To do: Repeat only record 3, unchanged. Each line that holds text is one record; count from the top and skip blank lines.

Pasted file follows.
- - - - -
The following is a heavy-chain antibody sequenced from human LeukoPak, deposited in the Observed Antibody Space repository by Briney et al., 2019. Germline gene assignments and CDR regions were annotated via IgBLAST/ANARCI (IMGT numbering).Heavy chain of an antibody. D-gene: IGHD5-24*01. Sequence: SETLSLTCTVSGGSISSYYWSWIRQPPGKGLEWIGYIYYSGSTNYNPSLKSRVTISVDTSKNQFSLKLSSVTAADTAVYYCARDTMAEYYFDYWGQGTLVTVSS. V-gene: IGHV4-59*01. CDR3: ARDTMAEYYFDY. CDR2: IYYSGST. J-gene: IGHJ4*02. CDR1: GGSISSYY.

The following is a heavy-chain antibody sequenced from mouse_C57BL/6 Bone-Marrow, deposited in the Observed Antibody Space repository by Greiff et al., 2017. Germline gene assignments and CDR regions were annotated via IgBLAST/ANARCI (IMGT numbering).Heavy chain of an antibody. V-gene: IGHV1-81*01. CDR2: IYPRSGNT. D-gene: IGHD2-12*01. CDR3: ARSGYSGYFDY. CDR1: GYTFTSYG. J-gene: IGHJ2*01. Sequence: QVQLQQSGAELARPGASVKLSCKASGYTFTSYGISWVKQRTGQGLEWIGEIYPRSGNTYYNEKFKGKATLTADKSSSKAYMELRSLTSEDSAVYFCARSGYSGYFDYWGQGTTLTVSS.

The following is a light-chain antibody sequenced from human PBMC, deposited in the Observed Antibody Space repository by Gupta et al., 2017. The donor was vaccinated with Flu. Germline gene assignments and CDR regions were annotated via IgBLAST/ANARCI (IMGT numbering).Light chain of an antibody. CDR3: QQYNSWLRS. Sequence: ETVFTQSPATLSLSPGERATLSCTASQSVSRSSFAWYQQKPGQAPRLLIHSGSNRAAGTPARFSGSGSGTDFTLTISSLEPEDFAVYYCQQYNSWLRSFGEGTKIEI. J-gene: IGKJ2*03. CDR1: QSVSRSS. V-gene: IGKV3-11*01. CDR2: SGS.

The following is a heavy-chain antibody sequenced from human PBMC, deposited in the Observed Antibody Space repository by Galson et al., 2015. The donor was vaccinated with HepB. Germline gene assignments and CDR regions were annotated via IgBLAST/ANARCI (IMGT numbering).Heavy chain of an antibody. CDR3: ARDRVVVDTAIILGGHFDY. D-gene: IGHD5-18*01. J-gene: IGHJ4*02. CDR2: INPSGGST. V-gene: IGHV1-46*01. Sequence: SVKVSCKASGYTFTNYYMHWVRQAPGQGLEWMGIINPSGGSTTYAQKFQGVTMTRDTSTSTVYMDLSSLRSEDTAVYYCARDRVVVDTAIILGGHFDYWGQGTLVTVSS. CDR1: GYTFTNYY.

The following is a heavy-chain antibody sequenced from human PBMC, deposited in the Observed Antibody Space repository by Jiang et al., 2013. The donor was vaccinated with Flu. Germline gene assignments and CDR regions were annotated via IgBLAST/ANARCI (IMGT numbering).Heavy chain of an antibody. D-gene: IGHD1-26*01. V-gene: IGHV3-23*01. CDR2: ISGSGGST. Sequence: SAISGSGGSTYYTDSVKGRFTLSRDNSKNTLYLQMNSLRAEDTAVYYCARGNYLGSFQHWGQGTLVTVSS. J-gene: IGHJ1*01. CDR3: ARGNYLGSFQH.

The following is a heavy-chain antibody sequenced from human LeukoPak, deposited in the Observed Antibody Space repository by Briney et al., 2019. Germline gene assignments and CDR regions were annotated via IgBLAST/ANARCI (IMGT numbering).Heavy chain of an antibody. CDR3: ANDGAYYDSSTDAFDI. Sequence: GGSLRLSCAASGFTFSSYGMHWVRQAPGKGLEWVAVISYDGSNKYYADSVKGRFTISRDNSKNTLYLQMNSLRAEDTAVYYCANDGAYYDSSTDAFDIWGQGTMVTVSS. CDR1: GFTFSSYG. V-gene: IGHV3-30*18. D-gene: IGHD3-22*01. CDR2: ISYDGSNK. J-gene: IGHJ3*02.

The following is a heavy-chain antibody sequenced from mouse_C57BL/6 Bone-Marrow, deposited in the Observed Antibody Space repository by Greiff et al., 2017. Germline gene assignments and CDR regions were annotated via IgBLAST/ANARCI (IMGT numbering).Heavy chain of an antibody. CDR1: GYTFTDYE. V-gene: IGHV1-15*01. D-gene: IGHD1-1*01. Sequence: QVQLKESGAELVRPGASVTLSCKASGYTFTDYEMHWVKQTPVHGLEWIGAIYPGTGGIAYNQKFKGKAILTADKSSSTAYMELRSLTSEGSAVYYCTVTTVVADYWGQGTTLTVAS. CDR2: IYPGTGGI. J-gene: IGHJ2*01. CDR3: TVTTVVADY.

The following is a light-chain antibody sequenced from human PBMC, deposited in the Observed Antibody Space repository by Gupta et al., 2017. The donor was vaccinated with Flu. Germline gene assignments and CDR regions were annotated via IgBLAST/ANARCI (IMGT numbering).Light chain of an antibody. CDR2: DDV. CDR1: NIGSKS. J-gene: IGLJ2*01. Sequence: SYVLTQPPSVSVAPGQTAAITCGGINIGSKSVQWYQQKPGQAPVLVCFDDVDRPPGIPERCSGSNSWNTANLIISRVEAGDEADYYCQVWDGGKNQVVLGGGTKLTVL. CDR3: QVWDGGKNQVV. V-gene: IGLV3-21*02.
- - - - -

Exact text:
The following is a light-chain antibody sequenced from human PBMC, deposited in the Observed Antibody Space repository by Gupta et al., 2017. The donor was vaccinated with Flu. Germline gene assignments and CDR regions were annotated via IgBLAST/ANARCI (IMGT numbering).Light chain of an antibody. CDR3: QQYNSWLRS. Sequence: ETVFTQSPATLSLSPGERATLSCTASQSVSRSSFAWYQQKPGQAPRLLIHSGSNRAAGTPARFSGSGSGTDFTLTISSLEPEDFAVYYCQQYNSWLRSFGEGTKIEI. J-gene: IGKJ2*03. CDR1: QSVSRSS. V-gene: IGKV3-11*01. CDR2: SGS.